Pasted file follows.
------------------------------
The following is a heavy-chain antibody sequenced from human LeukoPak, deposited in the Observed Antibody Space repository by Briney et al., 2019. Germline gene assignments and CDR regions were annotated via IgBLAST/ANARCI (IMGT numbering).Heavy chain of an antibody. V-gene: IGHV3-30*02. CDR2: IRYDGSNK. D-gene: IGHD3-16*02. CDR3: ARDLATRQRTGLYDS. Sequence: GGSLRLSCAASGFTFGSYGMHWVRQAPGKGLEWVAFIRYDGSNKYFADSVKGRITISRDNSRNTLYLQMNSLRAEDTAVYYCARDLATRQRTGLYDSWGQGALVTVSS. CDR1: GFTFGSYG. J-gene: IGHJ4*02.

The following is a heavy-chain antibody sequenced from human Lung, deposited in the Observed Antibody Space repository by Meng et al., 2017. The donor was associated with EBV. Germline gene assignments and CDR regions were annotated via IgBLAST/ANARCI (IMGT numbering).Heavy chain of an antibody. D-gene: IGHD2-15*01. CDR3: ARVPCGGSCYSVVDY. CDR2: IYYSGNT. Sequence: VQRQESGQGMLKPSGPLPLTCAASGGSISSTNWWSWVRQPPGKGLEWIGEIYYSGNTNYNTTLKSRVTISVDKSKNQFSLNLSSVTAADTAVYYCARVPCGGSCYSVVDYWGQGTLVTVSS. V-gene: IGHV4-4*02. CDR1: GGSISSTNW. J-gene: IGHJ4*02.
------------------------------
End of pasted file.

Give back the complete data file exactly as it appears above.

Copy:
The following is a heavy-chain antibody sequenced from human LeukoPak, deposited in the Observed Antibody Space repository by Briney et al., 2019. Germline gene assignments and CDR regions were annotated via IgBLAST/ANARCI (IMGT numbering).Heavy chain of an antibody. V-gene: IGHV3-30*02. CDR2: IRYDGSNK. D-gene: IGHD3-16*02. CDR3: ARDLATRQRTGLYDS. Sequence: GGSLRLSCAASGFTFGSYGMHWVRQAPGKGLEWVAFIRYDGSNKYFADSVKGRITISRDNSRNTLYLQMNSLRAEDTAVYYCARDLATRQRTGLYDSWGQGALVTVSS. CDR1: GFTFGSYG. J-gene: IGHJ4*02.

The following is a heavy-chain antibody sequenced from human Lung, deposited in the Observed Antibody Space repository by Meng et al., 2017. The donor was associated with EBV. Germline gene assignments and CDR regions were annotated via IgBLAST/ANARCI (IMGT numbering).Heavy chain of an antibody. D-gene: IGHD2-15*01. CDR3: ARVPCGGSCYSVVDY. CDR2: IYYSGNT. Sequence: VQRQESGQGMLKPSGPLPLTCAASGGSISSTNWWSWVRQPPGKGLEWIGEIYYSGNTNYNTTLKSRVTISVDKSKNQFSLNLSSVTAADTAVYYCARVPCGGSCYSVVDYWGQGTLVTVSS. V-gene: IGHV4-4*02. CDR1: GGSISSTNW. J-gene: IGHJ4*02.